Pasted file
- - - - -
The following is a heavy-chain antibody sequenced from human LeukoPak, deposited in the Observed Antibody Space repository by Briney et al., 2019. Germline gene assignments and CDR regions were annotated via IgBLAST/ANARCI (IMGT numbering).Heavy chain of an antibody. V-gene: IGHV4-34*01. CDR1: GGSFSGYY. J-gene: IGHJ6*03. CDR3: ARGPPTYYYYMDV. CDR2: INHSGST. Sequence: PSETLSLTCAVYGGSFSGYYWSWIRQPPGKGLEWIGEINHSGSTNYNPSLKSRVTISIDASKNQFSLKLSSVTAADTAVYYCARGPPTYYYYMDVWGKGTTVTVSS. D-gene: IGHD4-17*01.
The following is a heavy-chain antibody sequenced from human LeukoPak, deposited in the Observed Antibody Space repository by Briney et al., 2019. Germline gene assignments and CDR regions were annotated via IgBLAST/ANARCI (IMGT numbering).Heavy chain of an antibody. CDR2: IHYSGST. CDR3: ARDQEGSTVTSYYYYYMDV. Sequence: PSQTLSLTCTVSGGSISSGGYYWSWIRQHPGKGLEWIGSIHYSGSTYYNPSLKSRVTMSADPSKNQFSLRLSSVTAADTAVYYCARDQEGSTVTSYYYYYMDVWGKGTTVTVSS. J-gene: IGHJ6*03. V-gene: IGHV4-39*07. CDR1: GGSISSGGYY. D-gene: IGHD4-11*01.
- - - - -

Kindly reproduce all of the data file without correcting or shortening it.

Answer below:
The following is a heavy-chain antibody sequenced from human LeukoPak, deposited in the Observed Antibody Space repository by Briney et al., 2019. Germline gene assignments and CDR regions were annotated via IgBLAST/ANARCI (IMGT numbering).Heavy chain of an antibody. V-gene: IGHV4-34*01. CDR1: GGSFSGYY. J-gene: IGHJ6*03. CDR3: ARGPPTYYYYMDV. CDR2: INHSGST. Sequence: PSETLSLTCAVYGGSFSGYYWSWIRQPPGKGLEWIGEINHSGSTNYNPSLKSRVTISIDASKNQFSLKLSSVTAADTAVYYCARGPPTYYYYMDVWGKGTTVTVSS. D-gene: IGHD4-17*01.
The following is a heavy-chain antibody sequenced from human LeukoPak, deposited in the Observed Antibody Space repository by Briney et al., 2019. Germline gene assignments and CDR regions were annotated via IgBLAST/ANARCI (IMGT numbering).Heavy chain of an antibody. CDR2: IHYSGST. CDR3: ARDQEGSTVTSYYYYYMDV. Sequence: PSQTLSLTCTVSGGSISSGGYYWSWIRQHPGKGLEWIGSIHYSGSTYYNPSLKSRVTMSADPSKNQFSLRLSSVTAADTAVYYCARDQEGSTVTSYYYYYMDVWGKGTTVTVSS. J-gene: IGHJ6*03. V-gene: IGHV4-39*07. CDR1: GGSISSGGYY. D-gene: IGHD4-11*01.